Theoretically, the more bedrooms on offer, the more people will be living in that property. And the more people you have under the roof, the more space you’ll need to accommodate them. You’re unlikely to attract buyers for a four bedroom house if the kitchen is small, there’s only one bathroom, and you’re lacking a garden.
Getting the most out of your bedroom
If you want to give your bedroom the real WOW factor, you might look at these trends to help inspire your design. While interior fittings can depreciate in value, these timeless trends will keep your home’s value climbing.
As you’ll be spending most of your time lying down in this room, it makes sense to think about your ceiling. Say goodbye to a boring flat ceiling, and impress buyers with exposed trusses - always a classy touch.
A Sitting Area
Bedrooms don’t have to just be for sleeping. More and more people are adding in sitting areas, to make this room a personal haven for when the rest of the house gets too stressful.
The fireplace is a classic, and can be highly sought after as the perfect focal point for the room. If you don’t already have one, talk to your architectural designer about how this feature might be created. A good designer will know how to balance out this impressive feature, and stop it dominating the space.
If you’ve been blessed with beautiful local scenery or a stunning skyline, don’t let those views go to waste. Make your master bedroom something special with floor to ceiling windows, bi-fold doors, or even a balcony. Not only does this give yourself and buyers an outdoor space to enjoy, it fills the room with natural light. Just make sure you’ve got thick curtains to keep that light out in the morning - no one wants a lie-in disturbed.
Resi tips & tricks
Pick your customer
Think about who you’re targeting when it comes to selling. Are you after those couples and sharers? Or do you think families would be a safer bet? Families tend to be happier with smaller rooms, and want more of them, while sharers and couples are after double bedrooms - the bigger, the better.
If you want to add a new bedroom to the rear of your property, you might consider a two storey extension. This lets you create space upstairs for you new bedroom. However, two storey extensions are harder to secure planning permission for.
If you are considering a ground floor bedroom, having it open out onto your outdoor space can off-set the value lost by it not being upstairs. A master bedroom with its own private patio, or garden access, is becoming a popular trend.
Adding value means new walls, and fresh coats of paint - right? Well, not always. If you plan on selling in the next year, or perhaps already have your home on the market, there is one simple way of adding value that’s cost effective and doesn’t disrupt your homelife: planning permission.
How to obtain planning permission
Securing planning permission can add up to £10,000 onto your home’s value, and lasts for up to 3 years. It helps buyers understand the development opportunities of your home, allowing them to envision extra bedrooms, open-plan kitchens, and future profits for when they come to sell.
In order to obtain planning permission, you’ll need an architectural designer to design a proposed space, and for this to happen you’ll need to provide the measurements of your home as it currently stands - also known as your ‘existing drawings’.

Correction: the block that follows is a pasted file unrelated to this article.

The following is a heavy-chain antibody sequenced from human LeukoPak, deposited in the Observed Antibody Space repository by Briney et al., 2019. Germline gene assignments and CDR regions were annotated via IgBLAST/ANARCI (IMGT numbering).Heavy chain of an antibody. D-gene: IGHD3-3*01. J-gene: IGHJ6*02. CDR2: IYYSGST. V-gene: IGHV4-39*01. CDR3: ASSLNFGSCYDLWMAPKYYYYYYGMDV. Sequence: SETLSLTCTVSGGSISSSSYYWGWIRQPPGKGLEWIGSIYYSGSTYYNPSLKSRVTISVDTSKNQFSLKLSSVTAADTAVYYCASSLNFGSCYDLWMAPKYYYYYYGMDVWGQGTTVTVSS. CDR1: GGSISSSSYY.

You might have some versions of these already. Either…
If you’ve had an architectural designer work on your home before, you may have been given a set of floor plans in a DWG file format, also known as a CAD file.
They’re good but in a JPEG or PNG format, and will need converting into an editable CAD file before they can be used for your new designs.
You’ve got some floor plans, but they lack a bar of measurement and don’t give relative scale figures.
If you have high quality floor plans, you can give these straight to your architectural designer with no need for adjustments. Medium and low quality will require the designer doing some further research on your property. This traditionally involves a site-visit, but at Resi we’re able to upgrade your drawings remotely, thanks to our site analysis software - yes, we’re fancy.
No drawings? You’ll need a measured survey, which some nice architectural designers (Resi) could commission on your behalf.
With your measurements in hand, you and your architectural designer will be able to get started on your designs. If you’re using this for added home value, you’ll need to consider what would be a feasible build for your buyer, and what features they would find desirable.
Proposing new bedroom space is always a good shout, or adding on a rear extension to help open up the ground floor and connect to the outdoor spaces. If you have no idea where to start, don’t panic. A good architectural designer will know exactly how to maximise your space, what the current market trends are, and what’s likely to be given the go-ahead by your local authority.
Submitting to the council
At Resi, we will prepare and submit a completed planning application to your local council on your behalf.
If your project falls under Permitted Development, you will still need to have similar documentation in order to apply for a lawful development certificate, which will protect you when you come to sell.
You’ll usually have to wait between 8-10 weeks before you find out if your plans have been successful. However, once obtained, your planning permission will last for three years.
In order to be successful a planning application should include:
Existing and proposed floor plans, elevations, along with block and site location plans
Completed planning application form
A fee set by the council that can vary, depending on the application type
Supporting documentation, including certification of ownership, plus a design and access statement
If you want to go the extra mile to entice your buyers, you might also consider commissioning some 3D renders / interactive models of what your home could look like with some development. These can be used alongside planning permission, or on their own.